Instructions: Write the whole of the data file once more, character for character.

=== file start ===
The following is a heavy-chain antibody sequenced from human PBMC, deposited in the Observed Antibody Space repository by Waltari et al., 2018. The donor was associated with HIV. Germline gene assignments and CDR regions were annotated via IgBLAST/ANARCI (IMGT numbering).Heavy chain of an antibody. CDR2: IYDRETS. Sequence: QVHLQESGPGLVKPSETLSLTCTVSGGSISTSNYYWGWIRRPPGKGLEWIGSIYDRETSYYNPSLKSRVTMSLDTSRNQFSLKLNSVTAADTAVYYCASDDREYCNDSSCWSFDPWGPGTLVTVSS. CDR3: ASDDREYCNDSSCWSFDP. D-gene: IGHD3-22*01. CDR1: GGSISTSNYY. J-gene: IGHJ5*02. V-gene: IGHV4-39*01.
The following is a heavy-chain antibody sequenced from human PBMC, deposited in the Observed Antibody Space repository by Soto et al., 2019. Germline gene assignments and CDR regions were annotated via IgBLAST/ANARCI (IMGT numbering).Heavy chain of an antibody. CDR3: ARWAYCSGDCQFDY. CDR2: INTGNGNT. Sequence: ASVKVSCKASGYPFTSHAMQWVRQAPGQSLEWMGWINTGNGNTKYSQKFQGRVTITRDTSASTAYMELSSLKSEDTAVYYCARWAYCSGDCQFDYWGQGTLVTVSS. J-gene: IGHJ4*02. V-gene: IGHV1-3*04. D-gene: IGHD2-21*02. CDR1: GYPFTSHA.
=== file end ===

The following is a heavy-chain antibody sequenced from human PBMC, deposited in the Observed Antibody Space repository by Waltari et al., 2018. The donor was associated with HIV. Germline gene assignments and CDR regions were annotated via IgBLAST/ANARCI (IMGT numbering).Heavy chain of an antibody. CDR2: IYDRETS. Sequence: QVHLQESGPGLVKPSETLSLTCTVSGGSISTSNYYWGWIRRPPGKGLEWIGSIYDRETSYYNPSLKSRVTMSLDTSRNQFSLKLNSVTAADTAVYYCASDDREYCNDSSCWSFDPWGPGTLVTVSS. CDR3: ASDDREYCNDSSCWSFDP. D-gene: IGHD3-22*01. CDR1: GGSISTSNYY. J-gene: IGHJ5*02. V-gene: IGHV4-39*01.
The following is a heavy-chain antibody sequenced from human PBMC, deposited in the Observed Antibody Space repository by Soto et al., 2019. Germline gene assignments and CDR regions were annotated via IgBLAST/ANARCI (IMGT numbering).Heavy chain of an antibody. CDR3: ARWAYCSGDCQFDY. CDR2: INTGNGNT. Sequence: ASVKVSCKASGYPFTSHAMQWVRQAPGQSLEWMGWINTGNGNTKYSQKFQGRVTITRDTSASTAYMELSSLKSEDTAVYYCARWAYCSGDCQFDYWGQGTLVTVSS. J-gene: IGHJ4*02. V-gene: IGHV1-3*04. D-gene: IGHD2-21*02. CDR1: GYPFTSHA.